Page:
Cruelty in vain: Endangered Cairns flying-foxes deserve better

By : Evan Quartermain June 10, 2020 Category : Environmental Conservation

The spectacled flying-fox camp in Cairns has a tumultuous history, being subject to creeping destruction and the impacts of construction projects for years. It’s an incredibly significant site for the Endangered species and is recognised as one of just twenty ‘Nationally Important Camps’ that should be conserved. Distressingly, the Federal Government has just given the go-ahead for Cairns Regional Council to attempt to ‘relocate’ (harass away) up to 8,000 flying-foxes from the site.

Humane Society International made a nomination to have the spectacled flying-fox, then considered Vulnerable, considered for a national Endangered listing in 2015. Despite the scientific advice being clear and a decision to uplist being due at the start of 2017, former Environment Minister Josh Frydenberg used a loophole in the EPBC Act to delay his obligation to do so for more than 18 months.


Spectacled flying-foxes at Tolga Bat Hospital

Then in November 2018, while we were still waiting for the flying-foxes to have their increased threat status recognised, a devastating heatwave hit Cairns. It caused more than 20,000 of the animals, up to 1/3 of the Australian population, to die horrifically of heat stress.

Increasing temperatures had long been known to be a threat to these mammals that struggle to survive in extremely hot conditions, but deaths at this scale were a shock to all. To continue to deny the species its rightful Endangered status would be farcical, and although the decision was well overdue we were grateful when former Environment Minister Melissa Price finally signed on the dotted line in February 2019.

The loss of so many bats in a single hit made it abundantly clear spectacled flying-foxes are in dire straits. It was hoped their heightened threat status would grant greater weight to conservation in decisions involving the flying-foxes⁠—further heatwaves may be impossible to avoid at this stage, but we can improve our preparedness for them and limit other impacts on the species such as habitat destruction and attempted dispersals (evictions).


Nightwings - orphaned baby spectacled flying-fox. Credit: Dave Pinson

Unfortunately, it seems that hasn’t been the case. The Commonwealth Government has frustratingly just approved Cairns Regional Council’s request to try to disperse a significant portion of the remaining Australian population of spectacled flying-foxes from their Cairns CBD camp. This is despite such eviction attempts having a very low success rate and the action clearly not being in the best interests of the species.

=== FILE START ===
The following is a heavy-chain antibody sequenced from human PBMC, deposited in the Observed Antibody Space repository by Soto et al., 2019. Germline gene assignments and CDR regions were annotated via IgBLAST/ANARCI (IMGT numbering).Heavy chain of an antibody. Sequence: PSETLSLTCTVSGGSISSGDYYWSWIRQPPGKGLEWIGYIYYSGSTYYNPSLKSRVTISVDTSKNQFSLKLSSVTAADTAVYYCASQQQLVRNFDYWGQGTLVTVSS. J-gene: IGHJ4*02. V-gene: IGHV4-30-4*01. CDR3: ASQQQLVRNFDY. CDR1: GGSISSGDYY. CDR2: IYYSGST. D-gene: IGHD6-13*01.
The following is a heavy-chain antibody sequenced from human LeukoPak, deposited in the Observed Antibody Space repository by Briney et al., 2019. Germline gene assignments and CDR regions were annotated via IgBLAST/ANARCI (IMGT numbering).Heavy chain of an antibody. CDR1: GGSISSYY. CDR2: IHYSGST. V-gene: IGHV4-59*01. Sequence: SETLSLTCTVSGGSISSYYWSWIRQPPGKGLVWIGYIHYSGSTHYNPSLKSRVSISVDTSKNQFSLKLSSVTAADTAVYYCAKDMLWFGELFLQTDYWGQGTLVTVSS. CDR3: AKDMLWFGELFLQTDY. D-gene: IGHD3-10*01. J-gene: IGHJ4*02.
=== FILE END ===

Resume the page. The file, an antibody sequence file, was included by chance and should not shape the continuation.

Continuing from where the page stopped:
Making the decision even more frustrating is that spectacled flying-foxes are in the fairly unusual situation for a threatened species in Australia of having a Recovery Plan, which lists ‘harassment by humans’⁠—a direct reference to attempted dispersals official or otherwise⁠—as a ‘known and significant threat’ to the species. Furthermore, the most likely outcome of any attempt to evict the bats is opportunistic roosting in surrounding areas and an escalation of human-wildlife conflict.

Any dispersal action is clearly out of line with the best interests of the spectacled flying-fox and would set a dangerous precedent for how these Endangered species are treated. The case of spectacled flying-foxes in Cairns is a clear example of why we need stronger laws with Recovery Plans that aren’t just lip service, and that remove the broad discretions available to decision-makers. We can do better.

The attempted dispersal is set to occur in July. HSI has requested a Statement of Reasons for the decision to approve the action from the Federal Environment Minister and continues to watch the situation closely.

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Evan Quartermain is Head of Programs at Humane Society International and has been with the organisation since 2010. A member of the IUCN World Commission on Protected Areas, Evan is responsible for HSI’s terrestrial habitat and wildlife protection campaigns and programs, with particular focus on legislative reform, flying-foxes, dingoes, and habitat protection through Threatened Ecological Community and Natural Heritage nominations.

Header image: David White

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HSI concentrates on the preservation of endangered animals and ecosystems and works to ensure quality of life for all animals, both domestic and wild. HSI is the largest animal protection not-for-profit organisation in the world and has been established in Australia since 1994